Marchiony: Writers collective unites artists

Columnist Victoria Marchiony explores WritersBloq, a literary collective.

Tori Marchiony

Tori MarchionyI am weary of the Internet. I think it’s making us socially challenged, stupid and mean. I’ve heard rumors that it can foster true collaboration and human connection but I’ve rarely seen evidence of it. There always seems to be some trade-off. For instance, Craigslist can get you a really cheap couch, but might also get you murdered. Thankfully, I think I finally encountered an online community that seems to offer the good stuff without the double-edged sword.

It’s called WritersBloq, and it’s a collective of writers, created by writers, for other writers built entirely upon an earnest “we’re-in-this-together” mentality. I would paraphrase their mission, but, again, they’re writers: “On Writer’s Bloq, writers are able to create their literary portfolio and gain a readership that will open publication doors. Our community is based on creative cooperation and promotion of ideas. It’s based on writers who love the craft, readers who live to explore it, and everyone who shapes the work along the way.” I hope you took a deep breath of that fresh air.

This remarkable project was conceived by Columbia University MFA graduate and WritersBloq CEO Nayia Moysidis following her troubling, though almost universal, experience of trying to get published. Though she had been prepared for rejection, after spending four months sending her novel to almost 100 different publishing houses, she found herself deafened by the silence she received in response. Working for Simon and Schuster, however, Moysidis discovered that the game looked very different from the publisher’s perspective.

“I was surprised that I started to sympathize with the publishers,” Moysidis said.  “They want to publish people but financially they’re struggling. They need to make a profit so they need writers with a competitive advantage who have a following.”

Couple the risk with a huge pile of manuscripts and it starts to make sense why only 0.03 percent of submissions make it to print.

Realizing that being an unknown writer, even a wildly talented one, posed a huge risk for publishers, Moysidis spoke to about 500 writers and identified a resounding frustration that there wasn’t a central place for their work to go.

“When writers work together, it’s less high-profile than it is for, say, the music industry – it’s more intimate,” Moysidi said.

In response, she created an online community where writers could share their work and gain the attention they deserved.

WritersBloq launched in 2011 and now has about 1,500 members, seven of the most popular of whom were featured readers at “Unsolicited,” the website’s first live event, which was held at The Strand in New York City earlier this year. Of those seven, four were contacted by publishing industry professionals after the event – the dream was becoming a reality.

Then they raised more than $15,000 through a Kickstarter campaign to fund the six-city Bloqparty tour, sponsored by Moleskin and The Impossible Project, which stops in Philly at the Arts Garage on Nov. 6.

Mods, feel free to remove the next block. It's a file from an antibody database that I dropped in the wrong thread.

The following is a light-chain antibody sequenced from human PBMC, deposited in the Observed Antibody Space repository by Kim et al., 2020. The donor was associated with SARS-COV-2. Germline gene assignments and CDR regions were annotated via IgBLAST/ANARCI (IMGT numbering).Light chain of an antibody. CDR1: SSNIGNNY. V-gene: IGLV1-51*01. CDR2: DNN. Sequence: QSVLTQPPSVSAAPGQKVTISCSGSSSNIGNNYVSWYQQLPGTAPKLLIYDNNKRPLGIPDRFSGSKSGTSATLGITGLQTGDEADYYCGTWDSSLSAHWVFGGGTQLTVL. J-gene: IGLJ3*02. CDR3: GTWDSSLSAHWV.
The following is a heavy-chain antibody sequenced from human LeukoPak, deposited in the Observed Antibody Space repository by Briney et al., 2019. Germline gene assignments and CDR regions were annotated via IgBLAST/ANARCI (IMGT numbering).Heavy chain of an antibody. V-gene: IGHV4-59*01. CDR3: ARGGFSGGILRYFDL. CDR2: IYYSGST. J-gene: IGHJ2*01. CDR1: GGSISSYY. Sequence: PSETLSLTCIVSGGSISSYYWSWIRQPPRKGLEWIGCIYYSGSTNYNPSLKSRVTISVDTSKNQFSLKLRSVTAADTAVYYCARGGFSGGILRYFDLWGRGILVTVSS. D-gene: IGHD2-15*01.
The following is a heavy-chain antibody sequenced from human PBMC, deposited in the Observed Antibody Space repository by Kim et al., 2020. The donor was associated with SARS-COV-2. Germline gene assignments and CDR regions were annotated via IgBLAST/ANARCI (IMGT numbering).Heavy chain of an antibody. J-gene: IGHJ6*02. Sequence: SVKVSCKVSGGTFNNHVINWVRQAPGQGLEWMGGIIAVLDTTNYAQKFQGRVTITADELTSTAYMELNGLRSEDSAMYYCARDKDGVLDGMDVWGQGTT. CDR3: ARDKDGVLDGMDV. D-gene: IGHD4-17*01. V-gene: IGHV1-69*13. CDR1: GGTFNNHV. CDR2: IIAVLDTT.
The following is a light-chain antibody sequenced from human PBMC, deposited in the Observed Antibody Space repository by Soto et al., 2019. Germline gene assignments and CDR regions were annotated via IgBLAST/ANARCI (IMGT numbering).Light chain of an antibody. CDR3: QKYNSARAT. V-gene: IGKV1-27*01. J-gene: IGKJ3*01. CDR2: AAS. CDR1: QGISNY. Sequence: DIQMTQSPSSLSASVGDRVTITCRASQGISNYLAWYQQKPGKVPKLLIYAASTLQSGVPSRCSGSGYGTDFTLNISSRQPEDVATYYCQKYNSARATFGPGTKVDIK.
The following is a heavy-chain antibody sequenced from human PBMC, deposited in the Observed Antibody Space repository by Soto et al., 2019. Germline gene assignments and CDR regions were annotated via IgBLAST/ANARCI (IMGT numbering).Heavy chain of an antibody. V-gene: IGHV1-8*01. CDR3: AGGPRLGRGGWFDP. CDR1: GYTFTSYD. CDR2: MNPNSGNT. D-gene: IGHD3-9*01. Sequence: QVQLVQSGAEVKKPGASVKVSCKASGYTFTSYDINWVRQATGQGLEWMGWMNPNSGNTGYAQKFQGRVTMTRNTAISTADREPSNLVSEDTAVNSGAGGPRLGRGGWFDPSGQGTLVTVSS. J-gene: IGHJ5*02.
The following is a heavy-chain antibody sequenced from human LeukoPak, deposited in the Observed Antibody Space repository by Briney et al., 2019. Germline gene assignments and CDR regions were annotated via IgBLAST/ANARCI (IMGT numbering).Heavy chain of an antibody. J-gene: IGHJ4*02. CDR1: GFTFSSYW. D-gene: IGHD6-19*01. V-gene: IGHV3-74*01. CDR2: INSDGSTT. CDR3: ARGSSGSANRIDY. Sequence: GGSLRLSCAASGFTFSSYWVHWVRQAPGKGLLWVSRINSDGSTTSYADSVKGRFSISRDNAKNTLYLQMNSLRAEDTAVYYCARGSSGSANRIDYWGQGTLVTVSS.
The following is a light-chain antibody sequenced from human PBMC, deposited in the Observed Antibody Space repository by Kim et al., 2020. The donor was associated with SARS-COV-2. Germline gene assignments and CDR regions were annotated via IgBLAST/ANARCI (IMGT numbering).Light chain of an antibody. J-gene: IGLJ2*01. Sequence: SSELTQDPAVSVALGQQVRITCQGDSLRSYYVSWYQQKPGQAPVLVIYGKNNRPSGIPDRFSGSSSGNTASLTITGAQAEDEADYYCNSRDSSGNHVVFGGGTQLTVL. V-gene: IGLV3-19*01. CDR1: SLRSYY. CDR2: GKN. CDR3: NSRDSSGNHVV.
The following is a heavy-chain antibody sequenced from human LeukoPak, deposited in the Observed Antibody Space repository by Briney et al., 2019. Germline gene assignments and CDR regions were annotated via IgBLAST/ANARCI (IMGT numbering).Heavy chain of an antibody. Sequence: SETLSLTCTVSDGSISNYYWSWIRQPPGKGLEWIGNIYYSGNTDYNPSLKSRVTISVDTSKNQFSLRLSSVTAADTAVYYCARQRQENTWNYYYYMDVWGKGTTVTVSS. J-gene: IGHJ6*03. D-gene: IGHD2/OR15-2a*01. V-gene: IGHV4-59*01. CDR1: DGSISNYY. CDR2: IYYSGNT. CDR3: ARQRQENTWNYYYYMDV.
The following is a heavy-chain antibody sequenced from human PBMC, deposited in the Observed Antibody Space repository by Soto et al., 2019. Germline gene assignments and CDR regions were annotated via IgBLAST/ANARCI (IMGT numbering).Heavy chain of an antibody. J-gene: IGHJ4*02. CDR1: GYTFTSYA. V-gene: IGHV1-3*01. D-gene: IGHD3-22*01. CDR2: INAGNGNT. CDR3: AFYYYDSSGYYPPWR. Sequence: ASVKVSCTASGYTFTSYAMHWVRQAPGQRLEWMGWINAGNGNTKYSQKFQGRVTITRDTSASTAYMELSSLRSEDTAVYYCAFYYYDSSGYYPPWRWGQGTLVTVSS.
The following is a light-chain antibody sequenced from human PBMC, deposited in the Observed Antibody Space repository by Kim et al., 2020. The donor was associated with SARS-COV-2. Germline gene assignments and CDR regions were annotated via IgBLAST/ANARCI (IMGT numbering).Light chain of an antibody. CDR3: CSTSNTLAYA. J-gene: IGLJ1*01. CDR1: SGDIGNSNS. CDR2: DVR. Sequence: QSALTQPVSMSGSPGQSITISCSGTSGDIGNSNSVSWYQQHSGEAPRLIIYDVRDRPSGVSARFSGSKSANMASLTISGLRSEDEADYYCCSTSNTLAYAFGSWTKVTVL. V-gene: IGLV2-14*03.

In addition to creating an avenue for writers to get the exposure they need on the long road to getting published, WritersBloq is launching a tour of 1920s-style literary saloon events where members get to come together in person to hear readings by a traveling group of the site’s most popular writers who will present their work alongside an exhibit of commissioned art illustrating their vision.

Community interaction is built into the events – not only will a local guest reader be featured alongside the touring group, but the venues were selected via suggestions from natives. Of seven recommendations from Philadelphians, five pointed to the Arts Garage.

Now for the reasons I’m so excited about the Bloqparty Tour – because, let’s be real, they don’t pay me extra for enthusiasm. First, WritersBloq is tackling the seemingly insurmountable challenge of getting talented writers discovered in a dying publishing industry. While everyone, my journalism professors included, will quickly tell you that the future is online, that nobody will be publishing in 10 years and that our attention spans will be shot to 150 characters by then anyway, WritersBloq is holding space for people who insist that writing is important and that there is a way for the art to thrive in the digital age. Moysidis envisions a “union of publishing and digital” where writers can get the traction they need to publish through followings cultivated online.

“The future isn’t as bleak as it seems,” she said.

Additionally, the Bloqparties themselves are remarkable because they are tangibly connecting an online community. While it’s useful to open the door to interaction online, to actually, physically walk through a door and exist in space and time with someone is invaluable.

Whether online or in person, artists need somewhere to show off and to share their work. The fact that the Arts Garage stood out as a hub for the arts community in all of Philadelphia where an event like this can land is pretty cool.

Victoria Marchiony can be reached at

Be the first to comment

Leave a Reply

Your email address will not be published.